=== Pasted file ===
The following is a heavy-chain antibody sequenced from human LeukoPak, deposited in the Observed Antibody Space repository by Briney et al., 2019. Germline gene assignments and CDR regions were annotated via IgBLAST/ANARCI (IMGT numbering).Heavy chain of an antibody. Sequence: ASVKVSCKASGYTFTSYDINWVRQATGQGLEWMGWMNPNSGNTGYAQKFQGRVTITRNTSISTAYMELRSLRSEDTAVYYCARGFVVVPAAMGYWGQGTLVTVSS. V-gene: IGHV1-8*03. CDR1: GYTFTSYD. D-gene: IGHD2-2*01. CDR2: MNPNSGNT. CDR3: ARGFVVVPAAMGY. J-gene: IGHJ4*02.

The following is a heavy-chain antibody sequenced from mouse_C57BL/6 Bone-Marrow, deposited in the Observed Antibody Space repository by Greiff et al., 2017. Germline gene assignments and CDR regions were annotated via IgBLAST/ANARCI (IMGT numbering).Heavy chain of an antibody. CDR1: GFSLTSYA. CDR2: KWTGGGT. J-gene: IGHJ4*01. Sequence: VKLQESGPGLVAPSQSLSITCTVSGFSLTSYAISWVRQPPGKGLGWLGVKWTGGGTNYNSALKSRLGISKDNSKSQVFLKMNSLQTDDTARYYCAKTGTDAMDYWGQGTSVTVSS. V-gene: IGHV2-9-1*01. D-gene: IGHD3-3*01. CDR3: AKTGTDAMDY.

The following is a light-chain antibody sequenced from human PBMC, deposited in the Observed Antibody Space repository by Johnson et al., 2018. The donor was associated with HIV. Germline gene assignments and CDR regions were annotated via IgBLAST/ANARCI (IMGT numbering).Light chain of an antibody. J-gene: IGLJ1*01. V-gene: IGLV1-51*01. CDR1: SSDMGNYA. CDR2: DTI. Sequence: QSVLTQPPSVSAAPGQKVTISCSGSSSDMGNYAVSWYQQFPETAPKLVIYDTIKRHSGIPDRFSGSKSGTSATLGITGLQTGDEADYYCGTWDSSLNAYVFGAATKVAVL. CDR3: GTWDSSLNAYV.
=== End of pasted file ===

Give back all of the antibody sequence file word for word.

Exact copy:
The following is a heavy-chain antibody sequenced from human LeukoPak, deposited in the Observed Antibody Space repository by Briney et al., 2019. Germline gene assignments and CDR regions were annotated via IgBLAST/ANARCI (IMGT numbering).Heavy chain of an antibody. Sequence: ASVKVSCKASGYTFTSYDINWVRQATGQGLEWMGWMNPNSGNTGYAQKFQGRVTITRNTSISTAYMELRSLRSEDTAVYYCARGFVVVPAAMGYWGQGTLVTVSS. V-gene: IGHV1-8*03. CDR1: GYTFTSYD. D-gene: IGHD2-2*01. CDR2: MNPNSGNT. CDR3: ARGFVVVPAAMGY. J-gene: IGHJ4*02.

The following is a heavy-chain antibody sequenced from mouse_C57BL/6 Bone-Marrow, deposited in the Observed Antibody Space repository by Greiff et al., 2017. Germline gene assignments and CDR regions were annotated via IgBLAST/ANARCI (IMGT numbering).Heavy chain of an antibody. CDR1: GFSLTSYA. CDR2: KWTGGGT. J-gene: IGHJ4*01. Sequence: VKLQESGPGLVAPSQSLSITCTVSGFSLTSYAISWVRQPPGKGLGWLGVKWTGGGTNYNSALKSRLGISKDNSKSQVFLKMNSLQTDDTARYYCAKTGTDAMDYWGQGTSVTVSS. V-gene: IGHV2-9-1*01. D-gene: IGHD3-3*01. CDR3: AKTGTDAMDY.

The following is a light-chain antibody sequenced from human PBMC, deposited in the Observed Antibody Space repository by Johnson et al., 2018. The donor was associated with HIV. Germline gene assignments and CDR regions were annotated via IgBLAST/ANARCI (IMGT numbering).Light chain of an antibody. J-gene: IGLJ1*01. V-gene: IGLV1-51*01. CDR1: SSDMGNYA. CDR2: DTI. Sequence: QSVLTQPPSVSAAPGQKVTISCSGSSSDMGNYAVSWYQQFPETAPKLVIYDTIKRHSGIPDRFSGSKSGTSATLGITGLQTGDEADYYCGTWDSSLNAYVFGAATKVAVL. CDR3: GTWDSSLNAYV.